19 November 2005
by Rosamond Hutt
UK's Home Office launched yesterday a new strategy in its campaign to promote a culture of giving after research revealed that the public is becoming less inclined to donate money to good causes.
The Home Secretary Charles Clarke launched the report, "A Generous Society", at a conference in London yesterday where he outlined new measures to help foster a more philanthropic attitude amongst Britons, including a £9 million funding package.
The report sets out the Home Office's plans to work with communities and the volunteer sector to build a society that donates more of its money and time to good causes.
Speaking at the conference, Mr Clarke said: "The decision to donate, like the decision to volunteer, is a private one, but we are determined to do all we can to make it as easy as possible for those who want to contribute to do so.
"In this way we hope to develop a culture where charitable giving is a natural part of everyone's life."
The new initiative includes the setting up of charity accounts at secondary schools in England, with pupils encouraged to raise money for good causes by building on a government grant of £500.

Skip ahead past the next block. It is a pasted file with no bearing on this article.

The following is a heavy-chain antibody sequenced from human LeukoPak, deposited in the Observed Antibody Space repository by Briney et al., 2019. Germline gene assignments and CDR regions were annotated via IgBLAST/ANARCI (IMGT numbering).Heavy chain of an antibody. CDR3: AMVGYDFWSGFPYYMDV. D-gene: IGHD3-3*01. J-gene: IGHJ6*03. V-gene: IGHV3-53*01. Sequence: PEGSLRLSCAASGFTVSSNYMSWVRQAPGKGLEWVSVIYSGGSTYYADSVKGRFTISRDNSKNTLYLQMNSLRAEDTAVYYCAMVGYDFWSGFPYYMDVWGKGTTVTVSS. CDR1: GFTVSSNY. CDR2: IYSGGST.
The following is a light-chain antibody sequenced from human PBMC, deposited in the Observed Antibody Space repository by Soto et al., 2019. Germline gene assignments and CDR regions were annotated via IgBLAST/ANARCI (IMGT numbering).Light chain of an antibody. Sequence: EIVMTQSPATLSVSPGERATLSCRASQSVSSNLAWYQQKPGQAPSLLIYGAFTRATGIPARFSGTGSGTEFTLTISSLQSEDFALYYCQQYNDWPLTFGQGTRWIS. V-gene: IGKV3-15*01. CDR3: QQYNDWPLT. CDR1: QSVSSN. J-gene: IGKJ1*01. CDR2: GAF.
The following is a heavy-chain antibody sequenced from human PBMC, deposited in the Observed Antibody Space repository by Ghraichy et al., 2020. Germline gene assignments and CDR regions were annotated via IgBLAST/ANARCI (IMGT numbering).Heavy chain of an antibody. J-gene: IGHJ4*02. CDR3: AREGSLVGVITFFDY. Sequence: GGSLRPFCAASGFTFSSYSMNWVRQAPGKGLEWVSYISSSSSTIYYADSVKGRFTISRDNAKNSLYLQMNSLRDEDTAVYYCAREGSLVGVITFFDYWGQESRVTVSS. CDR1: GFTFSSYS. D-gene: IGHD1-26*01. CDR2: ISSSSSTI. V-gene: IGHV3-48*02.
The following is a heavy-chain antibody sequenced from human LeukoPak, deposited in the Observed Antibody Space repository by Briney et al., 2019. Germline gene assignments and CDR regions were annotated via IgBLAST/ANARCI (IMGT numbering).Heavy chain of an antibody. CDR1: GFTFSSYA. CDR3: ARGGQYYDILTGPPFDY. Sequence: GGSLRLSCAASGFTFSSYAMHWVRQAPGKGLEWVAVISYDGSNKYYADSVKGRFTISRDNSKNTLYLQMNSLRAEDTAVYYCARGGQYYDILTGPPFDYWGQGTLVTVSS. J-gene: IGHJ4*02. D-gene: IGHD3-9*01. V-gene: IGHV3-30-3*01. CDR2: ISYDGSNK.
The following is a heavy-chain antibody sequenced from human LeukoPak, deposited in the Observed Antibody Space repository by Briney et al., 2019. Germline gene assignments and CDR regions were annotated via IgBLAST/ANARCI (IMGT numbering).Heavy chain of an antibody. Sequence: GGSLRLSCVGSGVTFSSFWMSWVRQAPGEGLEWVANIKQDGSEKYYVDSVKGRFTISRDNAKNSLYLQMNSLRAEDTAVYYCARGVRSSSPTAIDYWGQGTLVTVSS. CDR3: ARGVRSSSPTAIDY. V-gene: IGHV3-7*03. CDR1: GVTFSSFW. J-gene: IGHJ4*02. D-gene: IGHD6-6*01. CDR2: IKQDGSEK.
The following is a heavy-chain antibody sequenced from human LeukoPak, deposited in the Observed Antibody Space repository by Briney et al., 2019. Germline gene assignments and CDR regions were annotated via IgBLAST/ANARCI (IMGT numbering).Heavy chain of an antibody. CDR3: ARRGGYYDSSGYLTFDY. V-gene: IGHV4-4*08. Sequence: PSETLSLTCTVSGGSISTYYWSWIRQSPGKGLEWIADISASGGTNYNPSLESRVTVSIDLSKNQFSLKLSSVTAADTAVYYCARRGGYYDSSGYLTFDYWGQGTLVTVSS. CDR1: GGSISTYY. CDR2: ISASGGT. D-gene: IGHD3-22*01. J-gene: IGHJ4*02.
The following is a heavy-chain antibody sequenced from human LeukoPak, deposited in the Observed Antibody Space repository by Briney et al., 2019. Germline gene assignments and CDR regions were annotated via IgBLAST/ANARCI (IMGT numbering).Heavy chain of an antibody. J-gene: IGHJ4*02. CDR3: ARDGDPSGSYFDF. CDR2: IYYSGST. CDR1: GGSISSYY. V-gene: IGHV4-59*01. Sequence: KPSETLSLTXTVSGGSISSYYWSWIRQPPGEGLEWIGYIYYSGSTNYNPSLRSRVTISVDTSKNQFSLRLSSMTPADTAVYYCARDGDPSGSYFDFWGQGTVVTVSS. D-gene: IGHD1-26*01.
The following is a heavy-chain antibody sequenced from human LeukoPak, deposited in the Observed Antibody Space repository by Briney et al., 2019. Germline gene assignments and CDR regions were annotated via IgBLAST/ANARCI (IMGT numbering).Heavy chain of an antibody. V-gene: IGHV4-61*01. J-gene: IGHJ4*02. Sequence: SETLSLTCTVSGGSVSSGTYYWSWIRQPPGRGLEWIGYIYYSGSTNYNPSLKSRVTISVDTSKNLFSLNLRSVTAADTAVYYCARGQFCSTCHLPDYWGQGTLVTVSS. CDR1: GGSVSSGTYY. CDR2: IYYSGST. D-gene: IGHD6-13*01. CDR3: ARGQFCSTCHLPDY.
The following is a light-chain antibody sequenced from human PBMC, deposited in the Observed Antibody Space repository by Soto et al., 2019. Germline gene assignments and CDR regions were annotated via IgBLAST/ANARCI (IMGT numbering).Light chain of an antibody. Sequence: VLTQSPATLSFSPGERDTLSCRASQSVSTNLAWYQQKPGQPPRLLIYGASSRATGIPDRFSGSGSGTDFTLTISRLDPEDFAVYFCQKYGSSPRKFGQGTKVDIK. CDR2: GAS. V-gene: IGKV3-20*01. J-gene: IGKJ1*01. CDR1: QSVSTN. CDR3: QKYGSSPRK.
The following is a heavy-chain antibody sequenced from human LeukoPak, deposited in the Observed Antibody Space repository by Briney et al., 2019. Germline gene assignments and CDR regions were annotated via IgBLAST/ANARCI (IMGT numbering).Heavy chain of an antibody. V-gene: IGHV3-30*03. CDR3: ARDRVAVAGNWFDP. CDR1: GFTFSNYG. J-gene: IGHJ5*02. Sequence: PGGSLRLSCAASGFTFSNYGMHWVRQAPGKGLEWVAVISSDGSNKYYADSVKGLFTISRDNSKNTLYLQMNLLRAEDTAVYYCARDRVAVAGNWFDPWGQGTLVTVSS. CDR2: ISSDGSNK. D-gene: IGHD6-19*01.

It will also see the extension of a curriculum programme to primary schools called Giving Nation which inspires young people to take part in charitable and community activity.
In addition, the Home Office has announced the launch of a partnership with the Institute of Fundraising which aims to help charities make better use of existing tax-efficient fundraising schemes.
According to the report, between two-thirds and three-quarters of the public regularly give to charity, donating over £7 billion a year.
However, the total value and frequency of charitable donations has remained unchanged since 1988 despite the introduction of various forms of tax relief.
The report pointed out that "the proportion of people giving is declining and that the amounts given have not kept up with increases in national wealth".
It also found that despite outstanding acts of individual philanthropy, the poorest in society give a greater proportion of their income to charity than the rich.
Mr Clarke said that as the end of 2005 and the Year of the Volunteer approached, it was an opportunity to reflect and build upon the British public's generosity.
He said: "In England alone, over 20 million people give their time to support the issues and causes that matter to them, and many more of us give money - collectively adding up to £7 billion every year.
"In the last 12 months alone, the public response to tragic events such as the southeast Asian earthquake, the Asian tsunami and the attacks on London on 7 July have brought home to many of us the real benefit that can come from the support we provide."